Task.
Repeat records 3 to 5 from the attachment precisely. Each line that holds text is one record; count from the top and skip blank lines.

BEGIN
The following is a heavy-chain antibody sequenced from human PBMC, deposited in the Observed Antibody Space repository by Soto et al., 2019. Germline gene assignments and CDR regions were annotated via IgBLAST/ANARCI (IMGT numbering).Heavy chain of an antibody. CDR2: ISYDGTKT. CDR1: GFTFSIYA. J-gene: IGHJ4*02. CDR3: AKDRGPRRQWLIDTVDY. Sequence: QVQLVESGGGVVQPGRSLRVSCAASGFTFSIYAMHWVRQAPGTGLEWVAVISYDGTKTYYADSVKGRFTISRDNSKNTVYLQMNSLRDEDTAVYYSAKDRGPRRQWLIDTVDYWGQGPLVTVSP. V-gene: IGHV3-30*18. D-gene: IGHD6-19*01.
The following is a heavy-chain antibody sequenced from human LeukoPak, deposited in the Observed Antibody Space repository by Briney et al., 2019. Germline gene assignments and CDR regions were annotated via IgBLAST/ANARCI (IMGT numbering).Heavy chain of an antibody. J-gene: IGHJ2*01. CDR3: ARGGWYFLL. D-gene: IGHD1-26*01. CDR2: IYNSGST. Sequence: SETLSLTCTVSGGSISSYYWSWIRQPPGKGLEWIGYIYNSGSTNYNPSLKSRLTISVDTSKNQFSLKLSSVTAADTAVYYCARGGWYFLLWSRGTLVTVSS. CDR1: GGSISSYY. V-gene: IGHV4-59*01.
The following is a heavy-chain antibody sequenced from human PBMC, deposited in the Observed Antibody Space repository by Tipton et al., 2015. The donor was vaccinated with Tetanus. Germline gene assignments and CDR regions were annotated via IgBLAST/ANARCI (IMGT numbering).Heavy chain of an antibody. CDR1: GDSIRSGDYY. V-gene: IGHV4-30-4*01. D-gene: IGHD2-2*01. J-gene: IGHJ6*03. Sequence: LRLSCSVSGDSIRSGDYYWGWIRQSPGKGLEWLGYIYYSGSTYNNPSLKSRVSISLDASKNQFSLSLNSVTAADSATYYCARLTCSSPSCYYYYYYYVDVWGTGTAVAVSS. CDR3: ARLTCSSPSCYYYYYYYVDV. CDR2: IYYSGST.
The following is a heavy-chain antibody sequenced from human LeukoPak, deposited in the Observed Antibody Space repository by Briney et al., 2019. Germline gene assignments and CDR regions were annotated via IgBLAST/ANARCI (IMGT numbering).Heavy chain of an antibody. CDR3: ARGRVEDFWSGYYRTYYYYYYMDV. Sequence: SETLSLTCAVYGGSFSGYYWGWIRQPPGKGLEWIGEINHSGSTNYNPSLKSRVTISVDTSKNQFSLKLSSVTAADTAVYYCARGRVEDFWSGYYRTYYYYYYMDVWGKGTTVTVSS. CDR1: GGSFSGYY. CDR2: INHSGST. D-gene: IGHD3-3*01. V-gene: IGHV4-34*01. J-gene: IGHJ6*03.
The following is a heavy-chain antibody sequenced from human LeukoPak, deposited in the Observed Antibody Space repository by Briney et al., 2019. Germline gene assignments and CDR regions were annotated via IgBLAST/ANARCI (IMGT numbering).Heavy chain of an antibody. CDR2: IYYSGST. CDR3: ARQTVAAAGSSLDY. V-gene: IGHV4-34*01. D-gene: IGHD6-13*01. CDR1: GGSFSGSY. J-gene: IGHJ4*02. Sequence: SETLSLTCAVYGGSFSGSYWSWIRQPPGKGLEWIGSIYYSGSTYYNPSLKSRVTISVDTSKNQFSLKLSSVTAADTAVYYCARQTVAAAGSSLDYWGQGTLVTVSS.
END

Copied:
The following is a heavy-chain antibody sequenced from human PBMC, deposited in the Observed Antibody Space repository by Tipton et al., 2015. The donor was vaccinated with Tetanus. Germline gene assignments and CDR regions were annotated via IgBLAST/ANARCI (IMGT numbering).Heavy chain of an antibody. CDR1: GDSIRSGDYY. V-gene: IGHV4-30-4*01. D-gene: IGHD2-2*01. J-gene: IGHJ6*03. Sequence: LRLSCSVSGDSIRSGDYYWGWIRQSPGKGLEWLGYIYYSGSTYNNPSLKSRVSISLDASKNQFSLSLNSVTAADSATYYCARLTCSSPSCYYYYYYYVDVWGTGTAVAVSS. CDR3: ARLTCSSPSCYYYYYYYVDV. CDR2: IYYSGST.
The following is a heavy-chain antibody sequenced from human LeukoPak, deposited in the Observed Antibody Space repository by Briney et al., 2019. Germline gene assignments and CDR regions were annotated via IgBLAST/ANARCI (IMGT numbering).Heavy chain of an antibody. CDR3: ARGRVEDFWSGYYRTYYYYYYMDV. Sequence: SETLSLTCAVYGGSFSGYYWGWIRQPPGKGLEWIGEINHSGSTNYNPSLKSRVTISVDTSKNQFSLKLSSVTAADTAVYYCARGRVEDFWSGYYRTYYYYYYMDVWGKGTTVTVSS. CDR1: GGSFSGYY. CDR2: INHSGST. D-gene: IGHD3-3*01. V-gene: IGHV4-34*01. J-gene: IGHJ6*03.
The following is a heavy-chain antibody sequenced from human LeukoPak, deposited in the Observed Antibody Space repository by Briney et al., 2019. Germline gene assignments and CDR regions were annotated via IgBLAST/ANARCI (IMGT numbering).Heavy chain of an antibody. CDR2: IYYSGST. CDR3: ARQTVAAAGSSLDY. V-gene: IGHV4-34*01. D-gene: IGHD6-13*01. CDR1: GGSFSGSY. J-gene: IGHJ4*02. Sequence: SETLSLTCAVYGGSFSGSYWSWIRQPPGKGLEWIGSIYYSGSTYYNPSLKSRVTISVDTSKNQFSLKLSSVTAADTAVYYCARQTVAAAGSSLDYWGQGTLVTVSS.